Sugandha Bansal is the creator and animator of a short film called "The Touch" that challenges the misconception in India (as elsewhere) that rapists are strangers who prey on unfamiliar and unprotected girls in public spaces. The final assignment to second year university students at Cambridge School of Art in England was a short animated film on a topic of their choosing. Sugandha was stirred by the recent uptick in coverage of brutal sexual assault in India and the way the ensuing panic manifested in counter-productive efforts and reinforced inequalities. "At the time I was very disturbed by the rapes happening in India and all over the world. So, I just decided to do something about it,” calling the journey of making the film "quite hard, really.” Watch Sugandha's stirring piece here and read on below for more about the film's backstory:
Before Sugandha began writing the poem and creating the animation, she researched statistics on rape in India and found that 98% of rapes were committed by "a neighbor, or a relative, or parents or family.” Sugandha was "shocked” because of how that contrasted starkly with the overriding belief that the time and place to fear sexual assault is outside of the home for unchaperoned girls and women. She describes the “terror and fear inside you” instilled in Indian parents and girls by the public outcry and hype / panic spurred by the recent spike of coverage of brutal and public rapes. When she found out that most rapes are occurring between known peoples in the literal and figurative home of family and trusted others she wanted her project to deliver the message that "It doesn’t just take place outside your home.”
Sugandha isn't able to show her film yet due to qualifying restraints for submission, but she plans to. One of the places she could show it is in a school run by her mother. There students have a curriculum that includes education about rape and sexual assault.
"I think it’s very important to provide sex education in India, because many parents feel uncomfortable talking about it, and kids don't realize there’s something wrong,” Sugandha said.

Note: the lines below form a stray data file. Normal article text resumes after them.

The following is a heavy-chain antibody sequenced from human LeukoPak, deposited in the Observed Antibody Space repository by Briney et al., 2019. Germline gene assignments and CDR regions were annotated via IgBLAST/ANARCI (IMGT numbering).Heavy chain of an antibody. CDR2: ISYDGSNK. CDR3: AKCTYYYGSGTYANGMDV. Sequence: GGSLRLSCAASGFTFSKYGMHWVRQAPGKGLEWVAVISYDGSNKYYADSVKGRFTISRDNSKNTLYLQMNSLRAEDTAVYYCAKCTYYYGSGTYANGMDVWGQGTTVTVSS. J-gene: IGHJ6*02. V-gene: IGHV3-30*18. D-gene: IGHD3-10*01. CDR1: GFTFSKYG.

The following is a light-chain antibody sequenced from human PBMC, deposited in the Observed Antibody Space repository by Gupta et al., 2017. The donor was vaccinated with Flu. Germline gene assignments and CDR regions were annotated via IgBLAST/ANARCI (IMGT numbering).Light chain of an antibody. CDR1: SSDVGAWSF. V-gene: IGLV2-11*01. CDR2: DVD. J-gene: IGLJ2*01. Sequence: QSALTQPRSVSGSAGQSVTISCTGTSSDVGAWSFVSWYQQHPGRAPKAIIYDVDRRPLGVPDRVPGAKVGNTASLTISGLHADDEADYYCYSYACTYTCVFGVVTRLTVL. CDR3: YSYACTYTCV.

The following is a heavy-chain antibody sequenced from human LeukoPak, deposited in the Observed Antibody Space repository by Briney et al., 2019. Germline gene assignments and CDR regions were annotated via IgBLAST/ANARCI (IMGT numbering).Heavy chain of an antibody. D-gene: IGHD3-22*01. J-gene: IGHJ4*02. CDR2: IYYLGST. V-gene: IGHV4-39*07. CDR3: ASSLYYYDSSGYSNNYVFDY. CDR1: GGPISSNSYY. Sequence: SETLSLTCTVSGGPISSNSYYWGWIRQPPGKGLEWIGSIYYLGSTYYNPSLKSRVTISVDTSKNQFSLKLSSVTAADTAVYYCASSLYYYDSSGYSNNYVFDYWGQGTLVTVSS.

She goes on to say that while her mother is extraordinary in her commitment to teaching sex ed in her school, she is but one committed individual for so many needy pupils. "I know that she personally has talked to all the kids. The teachers have talked to all the kids about it and taught them what’s right and what’s not. And they take it very seriously, but there’s just so many students! India is a very, very populated country and the schools are hugely populated.”
This brings us to talking about how certain mediums can reach children and youth who might not otherwise get this education and support in their schools or homes. Animated media like Sugandha’s could join the likes of Priya’s Shakti as a way to educate youth about rape and sexual assault in formats that they already enjoy as well as understand.
"What do you do when a lot of people who are very uncomfortable talking about it and then you have huge populations and it’s just hard to actually get messages to them?” I suggest that Sugandha’s film could be a powerful tool to do just that. By using a medium that is both engaging and easily consumed like her animated film the message could be broadcast to groups in a format that they are more inclined to engage with and trust.
Sugandha embarked on this project because she wanted to show that "the touch that is supposed to be tender can also be brutal, and dirty [...] In a way that is short and effective.” And while she is buoyed by growing numbers of activists and supporters joining the fight to end rape and sexual assault in India, she recognizes there is still much more to be done. "The good thing is that many people are standing against it, because there were so many protests and many organizations did come together to protest against it. But the sad thing is it’s still happening.”
Sugandha’s film and others like hers could be a way to message young minds about a traumatic topic in a medium that is familiar and easy for them to understand. We hope she gets cleared to share this with her mother’s school and any other outlets willing and eager to use it as a sex education tool soon. We also hope that she creates more in the same service, joining the growing number of individuals and organizations using creative outlets to spread messages of support and awareness to challenge India’s rape culture.